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According to some of its proponents, the so-called gig economy has transformed the relationship between workers and companies. Contractors working for “on-demand” platforms like the ride-sharing firm Uber, the argument runs, enjoy unprecedented independence — and they like it that way.

The reality, argues Rana Foroohar in her column this week, is rather different. Algorithmic management techniques put more power in the hands of platform companies, not less. And the taxi business is not the only sector being disrupted in this way. The same is happening to radiologists, lawyers and accountants.

Hitherto, Uber and other digital insurgents have entered new markets guerilla style, Rana writes, disrupting first and asking questions later. But it is time for platform tech companies to take some responsibility for the dramatic changes they have wreaked.

Barry Eichengreen, an American economist, writes that there are lessons for Donald Trump in the way Turkish president Recep Tayyip Erdogan has behaved towards his country’s central bank. Leaders tamper with central bank independence at their peril.

Hakan Samuelsson, president and chief executive of Volvo Cars, calls on China, the US and the EU to reduce tariffs on car imports to zero. Free trade and open markets, he argues, are the drivers of job creation and economic growth.

Blanche Lincoln, a former Democratic senator for the state of Arksansas, argues that liberalising the US online gambling market is a bad idea and that children and addicts need protection.

What you’ve been saying

Rampant consumerism may have had its day: from William Pedder, London, UK
High productivity means consuming more for less effort. That sounds good. However, rampant consumerism may have had its day as we move to a more sharing economy, sharing cars, spare bedrooms and so on. Meanwhile, there is more appreciation of the quality of work as an activity, and a recognition that work can be good for you, and for the community. There is even talk of rationing work as artificial intelligence takes hold. Are we in Britain rebalancing our values to recognise that the productive act has value in itself, and that consumption is not the overarching goal? Marx recognised this; can current economic theory encompass it?

In response to " Genoa bridge collapse exposes a scourge that is not just in Italy", Old School Canuck says:
It is much easier and less costly to provide (and pay for) infrastructure in densely populated regions than in areas where local populations are spread out in low-density suburban districts. In 2013, a Canadian research report suggested that one way to reduce the problems posed by suburban sprawl would be to remove the implicit subsidies to car owners (charging more for road use would be one way to do this). Charges to property developers should also be greatly increased, as should rates paid for utilities such as water, sewerage and electricity in far flung suburban regions.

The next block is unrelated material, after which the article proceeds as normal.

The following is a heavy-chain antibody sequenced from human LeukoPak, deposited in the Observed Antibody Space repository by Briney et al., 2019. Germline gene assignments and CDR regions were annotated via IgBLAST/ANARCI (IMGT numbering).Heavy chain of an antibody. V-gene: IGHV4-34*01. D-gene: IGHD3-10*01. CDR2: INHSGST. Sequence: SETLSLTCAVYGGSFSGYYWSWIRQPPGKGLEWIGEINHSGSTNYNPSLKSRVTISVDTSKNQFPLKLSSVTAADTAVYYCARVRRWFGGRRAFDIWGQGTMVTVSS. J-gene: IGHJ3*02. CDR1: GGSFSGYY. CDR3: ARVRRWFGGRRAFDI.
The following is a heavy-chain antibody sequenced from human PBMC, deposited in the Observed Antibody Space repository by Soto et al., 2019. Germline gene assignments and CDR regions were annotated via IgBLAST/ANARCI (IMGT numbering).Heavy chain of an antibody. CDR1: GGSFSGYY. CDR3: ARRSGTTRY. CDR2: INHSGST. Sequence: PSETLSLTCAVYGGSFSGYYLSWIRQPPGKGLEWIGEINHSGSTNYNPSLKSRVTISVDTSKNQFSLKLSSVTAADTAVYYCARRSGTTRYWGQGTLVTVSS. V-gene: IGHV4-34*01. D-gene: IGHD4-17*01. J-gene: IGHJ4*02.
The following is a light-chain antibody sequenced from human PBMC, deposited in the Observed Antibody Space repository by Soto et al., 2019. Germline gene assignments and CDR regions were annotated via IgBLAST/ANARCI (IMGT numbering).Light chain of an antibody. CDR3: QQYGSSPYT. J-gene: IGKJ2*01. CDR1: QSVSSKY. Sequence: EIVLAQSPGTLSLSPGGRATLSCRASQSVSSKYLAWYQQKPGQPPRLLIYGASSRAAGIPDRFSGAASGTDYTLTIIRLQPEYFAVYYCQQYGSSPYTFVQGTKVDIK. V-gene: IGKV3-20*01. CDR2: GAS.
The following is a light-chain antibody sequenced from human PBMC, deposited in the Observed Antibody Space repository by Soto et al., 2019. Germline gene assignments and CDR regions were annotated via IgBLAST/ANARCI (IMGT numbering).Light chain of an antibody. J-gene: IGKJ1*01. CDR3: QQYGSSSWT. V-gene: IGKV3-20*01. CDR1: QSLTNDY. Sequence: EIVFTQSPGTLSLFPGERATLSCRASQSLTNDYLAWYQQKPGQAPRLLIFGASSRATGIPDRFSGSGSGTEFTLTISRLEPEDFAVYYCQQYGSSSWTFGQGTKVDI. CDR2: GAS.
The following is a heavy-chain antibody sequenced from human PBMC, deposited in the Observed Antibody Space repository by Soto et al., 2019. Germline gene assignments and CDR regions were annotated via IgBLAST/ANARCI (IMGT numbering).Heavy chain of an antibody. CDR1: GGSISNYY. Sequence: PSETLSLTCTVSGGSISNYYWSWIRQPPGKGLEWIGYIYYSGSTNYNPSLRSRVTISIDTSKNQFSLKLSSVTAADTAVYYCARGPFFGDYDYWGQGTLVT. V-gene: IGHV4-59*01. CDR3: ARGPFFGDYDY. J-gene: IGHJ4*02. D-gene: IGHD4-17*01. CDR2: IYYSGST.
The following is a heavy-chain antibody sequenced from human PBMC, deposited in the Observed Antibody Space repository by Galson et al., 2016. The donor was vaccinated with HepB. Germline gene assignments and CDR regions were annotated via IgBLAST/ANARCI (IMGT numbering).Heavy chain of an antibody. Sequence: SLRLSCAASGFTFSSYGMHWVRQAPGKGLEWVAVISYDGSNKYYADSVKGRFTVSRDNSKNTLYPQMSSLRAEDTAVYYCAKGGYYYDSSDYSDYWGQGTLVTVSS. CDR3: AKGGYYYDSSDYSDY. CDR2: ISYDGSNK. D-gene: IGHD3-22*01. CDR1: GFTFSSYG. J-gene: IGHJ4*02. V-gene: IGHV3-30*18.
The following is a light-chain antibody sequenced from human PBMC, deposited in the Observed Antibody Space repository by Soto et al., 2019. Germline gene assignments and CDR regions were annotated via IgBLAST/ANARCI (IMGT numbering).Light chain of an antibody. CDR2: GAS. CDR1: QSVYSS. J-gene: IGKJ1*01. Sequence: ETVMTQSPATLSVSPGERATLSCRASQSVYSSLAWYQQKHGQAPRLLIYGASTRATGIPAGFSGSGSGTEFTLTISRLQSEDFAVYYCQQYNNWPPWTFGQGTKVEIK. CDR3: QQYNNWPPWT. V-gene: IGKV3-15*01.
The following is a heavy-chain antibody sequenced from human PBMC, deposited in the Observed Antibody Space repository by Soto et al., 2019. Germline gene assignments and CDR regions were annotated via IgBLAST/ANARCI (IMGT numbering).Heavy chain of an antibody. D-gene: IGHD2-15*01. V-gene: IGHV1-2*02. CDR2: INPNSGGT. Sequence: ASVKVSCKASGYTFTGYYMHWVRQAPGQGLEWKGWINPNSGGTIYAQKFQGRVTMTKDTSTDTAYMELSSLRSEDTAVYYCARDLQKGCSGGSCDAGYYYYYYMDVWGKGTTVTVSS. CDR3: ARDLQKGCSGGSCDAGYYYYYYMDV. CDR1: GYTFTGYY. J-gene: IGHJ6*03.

Faith is still deeply embedded in the Irish: from Bernard Keigher, London, UK
Certainly huge numbers have left the Church, but the Faith is still very deeply embedded in the Irish people. Remember the Soviet Union — in spite of the enormous influence of Stalin the Orthodox Church is sill very much alive in Russia today. Because the people want it. I think we will see a very clear sign of this phenomenon when Pope Francis visits imminently. The numbers who turn out to hear him will be the evidence.

Today's opinion

Children and addicts need protection from online gambling
The DoJ should act to prevent America’s kids from visiting betting sites

Platform companies have to learn to share
The gig economy has not eliminated issues of power between workers and employers

Defuse trade tension by cutting car import tariffs to zero
Volvo Cars chief argues we are losing sight of the broader benefits of low barriers

Investors have the power to tame Erdogan and Trump
Politicians should think carefully before seeking to influence central banks

Kofi Annan, UN leader in difficult times, 1938-2018
‘Secular monk’ stung by failures in Rwanda and Bosnia who never stopped working for peace

FT View

The FT View: India risks reputation if millions are left stateless
Ugly BJP nationalism in Assam could leave 4m without any rights

The FT View: In quarterly earnings reporting, guidance is the real tyranny
Companies should set long-term targets and be judged against them

The Big Read

The Big Read: South Korea: the fear of China’s shadow
Once a model of economic development, the country now worries Chinese competition will cause a long-term slowdown

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